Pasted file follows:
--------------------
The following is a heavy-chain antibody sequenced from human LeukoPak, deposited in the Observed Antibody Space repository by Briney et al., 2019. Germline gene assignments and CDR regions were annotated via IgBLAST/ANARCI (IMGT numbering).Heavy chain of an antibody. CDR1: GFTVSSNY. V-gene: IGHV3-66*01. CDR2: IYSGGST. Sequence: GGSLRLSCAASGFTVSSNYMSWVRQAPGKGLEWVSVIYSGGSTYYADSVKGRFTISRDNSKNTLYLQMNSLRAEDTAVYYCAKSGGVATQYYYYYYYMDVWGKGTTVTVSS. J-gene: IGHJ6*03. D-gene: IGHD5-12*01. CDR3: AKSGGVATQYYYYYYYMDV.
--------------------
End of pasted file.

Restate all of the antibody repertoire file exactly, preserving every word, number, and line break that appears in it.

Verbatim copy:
The following is a heavy-chain antibody sequenced from human LeukoPak, deposited in the Observed Antibody Space repository by Briney et al., 2019. Germline gene assignments and CDR regions were annotated via IgBLAST/ANARCI (IMGT numbering).Heavy chain of an antibody. CDR1: GFTVSSNY. V-gene: IGHV3-66*01. CDR2: IYSGGST. Sequence: GGSLRLSCAASGFTVSSNYMSWVRQAPGKGLEWVSVIYSGGSTYYADSVKGRFTISRDNSKNTLYLQMNSLRAEDTAVYYCAKSGGVATQYYYYYYYMDVWGKGTTVTVSS. J-gene: IGHJ6*03. D-gene: IGHD5-12*01. CDR3: AKSGGVATQYYYYYYYMDV.